We are gonna discuss now some core concepts of how Madvoc works and it's infrastructure.
Madvoc is servlet web application.
It all starts with registering
MadvocContextListener: either in
web.xml, using annotation or manually. Next step: register a
<listener> <listener-class>jodd.madvoc.MadvocContextListener</listener-class> </listener> <filter> <filter-name>madvoc</filter-name> <filter-class>jodd.madvoc.MadvocServletFilter</filter-class> <async-supported>true</async-supported> </filter> <filter-mapping> <filter-name>madvoc</filter-name> <url-pattern>/*</url-pattern> <dispatcher>REQUEST</dispatcher> </filter-mapping>
If you use other Jodd frameworks in your app, consider using Joy. It is full-featured web app bootstrap.
WebApp is the central point for running Madvoc components. It is the very first object created by Madvoc.
WebApp class is very extensible, so writing custom web applications is piece of cake.
WebApp is used to register all Madvoc components, define parameters, set routes… You may use it to configure almost everything in the application. However, most of the things can be registered and configured using just annotations and without touching the
WebApp. Which way to use is up to you.
To provide custom implementation of
WebApp, just set the context parameter in
The whole Madvoc infrastructure consist of the components. Almost any feature is extracted and encapsulated into a separate component. You can simply override any existing component or register a new one if you need so.
Madvoc components are marked with
@MadvocComponent and, by default, they are registered automatically from the classpath. Any class annotated with this annotation becomes a Madvoc component. You can have as many components as you want. So what you can do with Madvoc components? Like we said, you can override existing components to change the default behavior. Or you can add new components that simply configure existing ones. Custom Madvoc component may be also used for registering the web components. And so on - practically, you have the full power over the Madvoc infrastructure.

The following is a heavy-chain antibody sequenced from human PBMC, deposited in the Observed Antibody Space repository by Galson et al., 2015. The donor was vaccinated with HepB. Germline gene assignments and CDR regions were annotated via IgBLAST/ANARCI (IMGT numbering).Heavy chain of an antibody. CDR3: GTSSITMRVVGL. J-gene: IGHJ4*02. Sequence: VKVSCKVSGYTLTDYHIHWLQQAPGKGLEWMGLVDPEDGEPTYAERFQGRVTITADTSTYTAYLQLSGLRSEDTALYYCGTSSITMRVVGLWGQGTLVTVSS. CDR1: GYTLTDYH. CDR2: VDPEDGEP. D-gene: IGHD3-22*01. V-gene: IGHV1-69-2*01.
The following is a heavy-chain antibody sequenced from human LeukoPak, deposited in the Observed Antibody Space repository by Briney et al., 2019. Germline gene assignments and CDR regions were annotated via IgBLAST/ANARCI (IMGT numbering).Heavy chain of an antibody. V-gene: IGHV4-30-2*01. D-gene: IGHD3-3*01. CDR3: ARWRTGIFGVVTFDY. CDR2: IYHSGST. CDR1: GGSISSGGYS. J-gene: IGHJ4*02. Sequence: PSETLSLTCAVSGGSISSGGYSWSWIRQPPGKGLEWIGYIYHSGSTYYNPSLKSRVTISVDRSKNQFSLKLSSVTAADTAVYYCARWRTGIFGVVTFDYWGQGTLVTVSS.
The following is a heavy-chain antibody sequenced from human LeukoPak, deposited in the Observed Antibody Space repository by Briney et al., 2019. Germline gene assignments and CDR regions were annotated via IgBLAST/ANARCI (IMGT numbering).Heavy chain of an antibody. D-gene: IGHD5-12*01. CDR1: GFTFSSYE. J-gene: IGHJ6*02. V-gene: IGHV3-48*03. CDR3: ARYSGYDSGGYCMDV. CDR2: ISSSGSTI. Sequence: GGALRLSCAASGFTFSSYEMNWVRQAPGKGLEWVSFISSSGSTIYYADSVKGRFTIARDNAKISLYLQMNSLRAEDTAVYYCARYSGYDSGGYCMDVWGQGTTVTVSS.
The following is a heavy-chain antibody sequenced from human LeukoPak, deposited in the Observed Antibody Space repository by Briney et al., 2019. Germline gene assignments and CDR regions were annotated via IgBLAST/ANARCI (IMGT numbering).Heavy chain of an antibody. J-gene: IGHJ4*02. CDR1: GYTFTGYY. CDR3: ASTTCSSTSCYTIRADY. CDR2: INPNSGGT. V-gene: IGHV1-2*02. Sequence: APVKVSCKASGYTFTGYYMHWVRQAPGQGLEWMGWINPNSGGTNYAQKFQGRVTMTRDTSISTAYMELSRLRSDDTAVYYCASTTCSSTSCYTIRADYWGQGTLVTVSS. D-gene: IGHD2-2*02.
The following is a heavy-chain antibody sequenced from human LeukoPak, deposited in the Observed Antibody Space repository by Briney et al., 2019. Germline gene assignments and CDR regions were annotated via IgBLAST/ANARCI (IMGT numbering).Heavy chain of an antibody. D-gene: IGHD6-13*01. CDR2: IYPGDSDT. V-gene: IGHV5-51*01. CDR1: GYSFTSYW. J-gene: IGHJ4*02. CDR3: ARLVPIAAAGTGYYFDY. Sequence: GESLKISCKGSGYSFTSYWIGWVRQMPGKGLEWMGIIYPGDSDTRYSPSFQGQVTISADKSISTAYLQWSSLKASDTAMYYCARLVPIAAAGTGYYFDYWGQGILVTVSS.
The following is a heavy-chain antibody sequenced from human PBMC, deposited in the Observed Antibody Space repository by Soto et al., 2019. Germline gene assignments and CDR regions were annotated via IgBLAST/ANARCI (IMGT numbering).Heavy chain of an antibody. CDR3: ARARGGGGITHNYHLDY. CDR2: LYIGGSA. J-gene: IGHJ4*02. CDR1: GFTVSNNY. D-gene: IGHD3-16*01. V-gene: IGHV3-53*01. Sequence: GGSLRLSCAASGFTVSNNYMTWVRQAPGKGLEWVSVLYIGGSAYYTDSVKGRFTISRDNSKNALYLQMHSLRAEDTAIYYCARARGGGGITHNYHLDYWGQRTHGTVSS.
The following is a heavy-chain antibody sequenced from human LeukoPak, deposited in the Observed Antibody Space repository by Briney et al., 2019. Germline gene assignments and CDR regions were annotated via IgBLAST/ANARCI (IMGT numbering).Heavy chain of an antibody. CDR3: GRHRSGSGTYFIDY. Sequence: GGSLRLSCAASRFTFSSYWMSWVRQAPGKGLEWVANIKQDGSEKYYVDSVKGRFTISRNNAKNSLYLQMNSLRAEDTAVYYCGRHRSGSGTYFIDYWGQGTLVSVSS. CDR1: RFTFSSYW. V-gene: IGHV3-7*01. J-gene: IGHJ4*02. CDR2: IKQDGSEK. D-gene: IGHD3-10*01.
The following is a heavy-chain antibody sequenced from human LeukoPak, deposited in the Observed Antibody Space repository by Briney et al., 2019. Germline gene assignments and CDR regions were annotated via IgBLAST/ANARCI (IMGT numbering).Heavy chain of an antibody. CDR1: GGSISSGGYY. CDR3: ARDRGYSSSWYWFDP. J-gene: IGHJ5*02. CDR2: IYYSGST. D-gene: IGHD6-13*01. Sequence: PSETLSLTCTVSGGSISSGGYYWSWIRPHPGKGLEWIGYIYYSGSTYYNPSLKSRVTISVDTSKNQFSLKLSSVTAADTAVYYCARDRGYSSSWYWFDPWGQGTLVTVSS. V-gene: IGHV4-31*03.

Madvoc uses Petite container internally for storing and wiring Madvoc components. This means that Madvoc components can be easily injected into each other: just use
@PetiteInject annotation and the instance of referenced component will be injected once when component instance is created.
While Madvoc components are designed for the infrastructure, the so-called "web components" are meant for the user's web application. Web components are actions, filters, interceptors… that compose together the web application. Here is a diagram how they are related:
MadvocController is the Madvoc component that receives a HTTP request and lookups for the
Action instance for requested action path. If action path is registered,
MadvocController instantiates new
ActionRequest - encapsulation of the actual request and action's method proxy.
Interceptors intercept the requests before it comes to an action and after the action has finished the handling. In some cases, interceptor might disable execution of an action. Interceptors can also change the state of an action before it executes.
Once execution of the action and all interceptors is complete, the action request is sent to an result handler to render the results.
Filters works similar as interceptors, except they wrap execution of both actions and results. They are similar to servlet filters.
Each component may go through the following phases of a component's lifecycle. Note an important difference: when a component is registered as part of the lifecycle, it will be instantiated before it will be actually used!
Init- during the initialization phase Madvoc components are being registered. If your component depends on the other components, this is not a phase you want to use: dependent components may be not initialized yet!
Start- all Madvoc components are registered. Web application is being loaded. Like in previous phase, should not use any web component (action, filter, interceptor, result…) during this phase. However, you may register new web components.
Ready- both Madvoc and web components are registered. Now you can initialize your application.
Stop- this phase happens during the shutdown.
This was a short overview of how Madvoc works. Now we can deep dive into building the web application. Let's go!